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Cracking the Code: Malaysia’s Latest Personal Data Law Overview

LegalTAPS Mar 2023

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“A week prior to the Election Day for the 15th General Election in 2022, a data breach has allegedly occurred in Malaysia with the leak of the personal data of more than 800,000 voters, up for sale for US$2,000. These details include the full names, identification numbers, email addresses, birth dates and home addresses.[1]

“There has been a rise in data breaches in the past five years, peaking at 50 reported cases in 2022, a 44 per cent increase from 28 cases in 2021.[2]

In the era of the cyberspace and digital technology, data privacy has become an increasingly vital issue for individuals, businesses, and governments alike. With the growing threat of cybercrime and the increasing dependence of technology in daily life, it is essential for everyone to be aware of their rights and take proactive measures to safeguard their personal information. In Malaysia, the Personal Data Protection Act 2010 (“PDPA 2010”) regulates the processing of personal data in relation to commercial transactions.


The PDPA 2010 imposes obligations on the data users which requires them to comply with rules and regulations when collecting, storing, using or handling personal data.


Pursuant to Section 14 of the PDPA 2010, the Minister has published in Gazette the Personal Data Protection (Class of Data Users) Order 2013 and Personal Data Protection (Class of Data Users) (Amendment) Order 2016, which specified 13 classes of data users who must be registered under the PDPA 2010 (“Specified Data Users”). The 13 classes of Specified Data Users are from the following sectors:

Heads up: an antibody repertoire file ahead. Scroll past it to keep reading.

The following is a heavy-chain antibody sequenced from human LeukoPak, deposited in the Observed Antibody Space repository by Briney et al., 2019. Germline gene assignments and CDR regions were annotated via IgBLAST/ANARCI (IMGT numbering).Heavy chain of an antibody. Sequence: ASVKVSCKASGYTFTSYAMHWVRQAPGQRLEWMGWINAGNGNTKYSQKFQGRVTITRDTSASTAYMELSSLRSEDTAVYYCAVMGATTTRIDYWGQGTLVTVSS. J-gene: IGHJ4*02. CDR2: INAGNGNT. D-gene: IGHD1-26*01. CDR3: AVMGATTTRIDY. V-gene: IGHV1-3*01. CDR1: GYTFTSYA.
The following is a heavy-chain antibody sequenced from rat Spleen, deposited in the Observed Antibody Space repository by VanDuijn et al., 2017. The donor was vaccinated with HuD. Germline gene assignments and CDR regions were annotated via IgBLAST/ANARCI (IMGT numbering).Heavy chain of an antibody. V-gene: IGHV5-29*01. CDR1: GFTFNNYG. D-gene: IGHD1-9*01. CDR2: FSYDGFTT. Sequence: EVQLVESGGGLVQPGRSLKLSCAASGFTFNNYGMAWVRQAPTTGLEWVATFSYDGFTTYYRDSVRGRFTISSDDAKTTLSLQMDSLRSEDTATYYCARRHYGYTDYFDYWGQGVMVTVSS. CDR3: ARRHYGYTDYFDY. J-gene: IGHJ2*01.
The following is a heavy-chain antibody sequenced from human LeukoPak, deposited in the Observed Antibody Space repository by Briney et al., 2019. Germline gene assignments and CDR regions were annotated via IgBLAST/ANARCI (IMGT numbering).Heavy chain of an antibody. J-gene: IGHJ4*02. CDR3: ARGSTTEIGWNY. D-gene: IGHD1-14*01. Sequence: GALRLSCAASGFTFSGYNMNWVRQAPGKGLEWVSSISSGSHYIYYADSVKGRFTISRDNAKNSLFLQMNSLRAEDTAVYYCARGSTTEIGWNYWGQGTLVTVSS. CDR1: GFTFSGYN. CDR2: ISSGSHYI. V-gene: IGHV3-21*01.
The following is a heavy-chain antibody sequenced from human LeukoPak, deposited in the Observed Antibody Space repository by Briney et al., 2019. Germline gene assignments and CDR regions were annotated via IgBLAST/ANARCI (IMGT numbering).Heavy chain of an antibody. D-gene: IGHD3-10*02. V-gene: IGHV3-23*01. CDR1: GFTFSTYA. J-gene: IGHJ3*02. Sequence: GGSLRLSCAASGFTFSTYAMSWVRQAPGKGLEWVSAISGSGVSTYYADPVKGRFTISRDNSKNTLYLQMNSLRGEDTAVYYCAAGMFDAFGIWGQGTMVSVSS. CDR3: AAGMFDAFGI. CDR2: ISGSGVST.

(1) communications

(2) direct selling

(3) banking and financial institutions

(4) real estate

(5) insurance

(6) utilities

(7) health

(8) pawnbroker

(9) tourism and hospitalities

(10) moneylender

(11) transportation

(12) legal / audit / accounting / engineering / architecture services

(13) education


Under Section 21 of the PDPA 2010, the personal data protection commissioner (“Commissioner”) may designate a body as a data user forum to prepare Codes of Practice (“CoPs”) for the respective Specified Data Users. The Commissioner has registered the seven CoPs below and data users which fall under these classes must comply with the CoPs as per Section 25(2) of the PDPA 2010:

(1) The Personal Data Protection Code of Practice for Private Hospitals in the Healthcare Industry

(2) The Personal Data Protection Code of Practice for the Utilities Sector (Water)

(3) The Personal Data Protection Code of Practice for the Utilities Sector (Electricity) Version 2.0

(4) The Personal Data Protection Code of Practice for Licensees under the Communications and Multimedia Act 1998

(5) The Personal Data Protection Code of Practice for the Banking and Financial Sector

(6) The Personal Data Protection Code of Practice for the Malaysia Aviation Sector

(7) The Personal Data Protection Code of Practice for the Insurance and Takaful Industries in Malaysia

Recently, the Commissioner registered the General Code of Practice (“General CoP”) which has come into effect on 15 December 2022. The General CoP applies to Specified Data Users who do not have existing CoPs (“Affected Data Users”). Therefore, until a specific CoP is registered for the Affected Data Users, the General CoP will serve as the minimum measure required to be implemented by the Affected Data Users pursuant to the PDPA 2010.

Seven Personal Data Protection Principles

The personal data of the data subjects from being misused or mishandled:

1. General Principle:

The first principle under Section 6 of the PDPA 2010 emphasizes that data users are prohibited from processing personal data of data subjects without their consent and consent of data subjects below 18 years old must be obtained from their parents or guardians. Personal data shall not be processed by data users unless it is relevant and not excessive, for a lawful purpose directly related to the activity of the data user and where necessary for that purpose only.